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Infect Genet Evol. 2015 Jul;33:25-31. doi: 10.1016/j.meegid.2015.04.006. Epub 2015 Apr 22.

Genetic characterization of Chikungunya virus in the Central African Republic.

Author information

1
Virology Department, Institut Pasteur de Bangui, Bangui, Central African Republic; Epidemiology and Physiopathology of Oncogenic Viruses Unit, Institut Pasteur, Paris, France. Electronic address: marion.desdouits@curie.fr.
2
Virology Department, Institut Pasteur de Bangui, Bangui, Central African Republic. Electronic address: kamgang_d@yahoo.fr.
3
Epidemiology and Physiopathology of Oncogenic Viruses Unit, Institut Pasteur, Paris, France. Electronic address: nicolas.berthet@pasteur.fr.
4
Virology Department, Institut Pasteur de Bangui, Bangui, Central African Republic. Electronic address: vianney.tricou@gmail.com.
5
Virology Department, Institut Pasteur de Bangui, Bangui, Central African Republic. Electronic address: ngoagounic@yahoo.fr.
6
Epidemiology and Physiopathology of Oncogenic Viruses Unit, Institut Pasteur, Paris, France. Electronic address: agessain@pasteur.fr.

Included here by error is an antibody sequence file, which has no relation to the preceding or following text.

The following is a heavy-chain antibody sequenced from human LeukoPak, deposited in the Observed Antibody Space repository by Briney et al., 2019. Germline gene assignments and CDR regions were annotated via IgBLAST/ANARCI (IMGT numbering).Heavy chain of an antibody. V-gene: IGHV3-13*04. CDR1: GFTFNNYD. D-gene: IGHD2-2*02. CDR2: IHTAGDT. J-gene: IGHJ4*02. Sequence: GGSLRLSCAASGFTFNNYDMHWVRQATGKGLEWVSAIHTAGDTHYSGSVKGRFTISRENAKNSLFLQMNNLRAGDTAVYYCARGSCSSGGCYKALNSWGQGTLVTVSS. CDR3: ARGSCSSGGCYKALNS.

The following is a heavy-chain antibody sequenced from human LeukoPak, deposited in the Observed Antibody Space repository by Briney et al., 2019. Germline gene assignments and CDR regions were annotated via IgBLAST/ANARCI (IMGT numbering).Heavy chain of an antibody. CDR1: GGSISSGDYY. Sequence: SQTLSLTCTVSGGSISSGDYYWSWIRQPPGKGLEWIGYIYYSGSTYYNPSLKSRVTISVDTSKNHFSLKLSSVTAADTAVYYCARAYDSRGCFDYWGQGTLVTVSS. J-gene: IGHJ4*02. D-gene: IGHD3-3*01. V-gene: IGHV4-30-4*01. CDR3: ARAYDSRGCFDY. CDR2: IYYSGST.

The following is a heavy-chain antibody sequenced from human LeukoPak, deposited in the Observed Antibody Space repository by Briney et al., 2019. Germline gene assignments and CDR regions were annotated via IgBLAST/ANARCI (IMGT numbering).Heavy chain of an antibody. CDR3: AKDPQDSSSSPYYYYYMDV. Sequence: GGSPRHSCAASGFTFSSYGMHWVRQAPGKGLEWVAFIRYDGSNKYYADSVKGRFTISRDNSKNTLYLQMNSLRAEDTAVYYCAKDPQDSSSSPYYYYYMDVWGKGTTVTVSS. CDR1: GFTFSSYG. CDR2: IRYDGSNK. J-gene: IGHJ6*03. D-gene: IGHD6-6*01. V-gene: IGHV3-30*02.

7
Laboratory for Urgent Responses to Biological Threats, Institut Pasteur, Paris, France. Electronic address: jean-claude.manuguerra@pasteur.fr.
8
Virology Department, Institut Pasteur de Bangui, Bangui, Central African Republic. Electronic address: enakouney@gmail.com.
9
Virology Department, Institut Pasteur de Bangui, Bangui, Central African Republic. Electronic address: mirdad.kazanji@pasteur.fr.

Abstract

Chikungunya virus (CHIKV) is an alphavirus transmitted by the bite of mosquito vectors. Over the past 10 years, the virus has gained mutations that enhance its transmissibility by the Aedes albopictus vector, resulting in massive outbreaks in the Indian Ocean, Asia and Central Africa. Recent introduction of competent A. albopictus vectors into the Central African Republic (CAR) pose a threat of a Chikungunya fever (CHIKF) epidemic in this region. We undertook this study to assess the genetic diversity and background of CHIKV strains isolated in the CAR between 1975 and 1984 and also to estimate the ability of local strains to adapt to A. albopictus. Our results suggest that, local CHIKV strains have a genetic background compatible with quick adaptation to A. albopictus, as previously observed in other Central African countries. Intense surveillance of the human and vector populations is necessary to prevent or anticipate the emergence of a massive CHIKF epidemic in the CAR.

KEYWORDS:

Central African Republic; Chikungunya virus; Genetic variability

PMID:
25911440
DOI:
10.1016/j.meegid.2015.04.006
[Indexed for MEDLINE]

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